What are Your Favorite Films from the 1940s and 50s?

 

With my local movie theater charging $12.50 per ticket, and with all of the expenses that come with planning my upcoming nuptials (as I commented below on C.J.’s post, I wish we had opted to elope), I’m determined to avoid the cinema this summer.  Instead, I’m raiding the public library for every 1940s and 50s film I can get my hands on and plan to write a series over at Acculturated on the selections I watch.  While plenty has changed in the sixty to seventy years since these films were produced, the basic human themes of love, truth, happiness, meaning, forgiveness, and mutual understanding are as relevant now as ever.

My first selection, which I write about here, was the 1947 film Gentleman’s Agreement, directed by Elia Kazan and starring Gregory Peck.  It’s a great movie, if at times a bit on the preachy side, that treats the subject of anti-Semitism.  Not the blatant, kill-the-Jews strain of anti-Semitism of Hitler’s Germany or Ahmadinejad’s Iran, but rather the passive and incredibly pernicious strain of anti-Semitism prevalent in postwar America. 

My next selection will be on the 1950 film Sunset Boulevard, starring William Holden and Gloria Swanson.   Member Adrian has already sold me on Elia Kazan’s On the Waterfront, which I plan on reviewing as part of my series, but I welcome your recommendations for other outstanding films from the 1940s and 50s that stand the test of time and remain relevant for today’s generation.

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  1. Profile Photo Inactive
    @EThompson
    Charles Rapp: All About Eve, The Great Dictator, 12 O’Clock High, Roman Holiday,Mister Roberts,Life with Father …

    Al Kennedy: Roman Holiday, Love Is A Many Splendid Thing, Double Indemnity, Winchester 73, Shadow of a Doubt, Laura, The Defiant Ones, Anatomy of a Murder, A Place In the Sun, High Noon, Strangers On a Train, Giant, The Paleface, Witness For the Prosecution, Written On the Wind, Dial M For Murder.

    Since you guys obviously have an Audrey thing- what about Sabrina?

    • #1
  2. Profile Photo Inactive
    @Mimi

    If you have not seen any Judy Holliday films, you must now.  

    Born Yesterday   http://www.youtube.com/watch?v=GVtxrGOJzOs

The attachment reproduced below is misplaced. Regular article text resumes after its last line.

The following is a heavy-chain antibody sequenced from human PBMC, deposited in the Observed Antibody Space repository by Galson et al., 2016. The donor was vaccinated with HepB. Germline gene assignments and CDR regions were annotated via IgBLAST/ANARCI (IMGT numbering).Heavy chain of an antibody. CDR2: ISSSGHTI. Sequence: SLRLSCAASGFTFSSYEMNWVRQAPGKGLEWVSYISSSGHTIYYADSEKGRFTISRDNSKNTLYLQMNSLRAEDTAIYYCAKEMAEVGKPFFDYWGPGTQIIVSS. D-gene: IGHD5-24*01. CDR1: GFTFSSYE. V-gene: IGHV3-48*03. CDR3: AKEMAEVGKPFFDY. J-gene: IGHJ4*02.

It Should Happen To You   http://www.youtube.com/watch?v=Or6w-1qTCGA

    The Marrying Kind    http://www.youtube.com/watch?v=T5jsS6rslzU

    The Solid Gold Cadillac   http://www.youtube.com/watch?v=4FyRtt9r8Bw

    Adam’s Rib    http://www.youtube.com/watch?v=KpKv943jwtM  

    • #2
  3. Profile Photo Inactive
    @CharlesRapp
    EThompson

    Charles Rapp: All About Eve, The Great Dictator, 12 O’Clock High,Roman Holiday,Mister Roberts,Life with Father …

    Al Kennedy: Roman Holiday,Love Is A Many Splendid Thing, Double Indemnity, Winchester 73, Shadow of a Doubt, Laura, The Defiant Ones, Anatomy of a Murder, A Place In the Sun, High Noon, Strangers On a Train, Giant, The Paleface, Witness For the Prosecution, Written On the Wind, Dial M For Murder.

    Since you guys obviously have an Audrey thing- what about Sabrina?· 4 minutes ago

    Edited 0 minutes ago

    I enjoy Sabrina but it not one of my favorites. Bogart and Audrey just didn’t click for me. Same with Charade and Cary/Audrey.

    • #3
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    @TonyMartyr

    Nathaniel (and others) you are sooo right.  Danny Peary probably wrote the definitive essay on Rio Bravo in Cult Movies, but I can’t resist!

    I once thought I was a John Wayne fan, but I don’t think I am – I’m just a Rio Bravo fan.  Loved it as a boy – I remember coming in half way through when I first saw it, just as Chance was diving into the barn in pursuit of Pat Wheeler’s killer… and it had me.

    And it’s one of the great leadership fables – “A game-legged old man and a drunk.  That’s all you got?”  “That’s WHAT I got.”   I go back again and again for Chance’s brilliance (and mistakes) shepherding his motley team through this difficult and dangerous situation.   Great script (“Hey, sheriff, you forgot your pants.”), great performances (“All right, quit. Nobody’s trying to stop you. You wanna quit, quit! Go back to the bottle, get drunk. One thing, though. The next time someone throws a dollar into a spittoon, don’t expect me to do anything about it. Just get down on your knees and get it.”).  It has everything.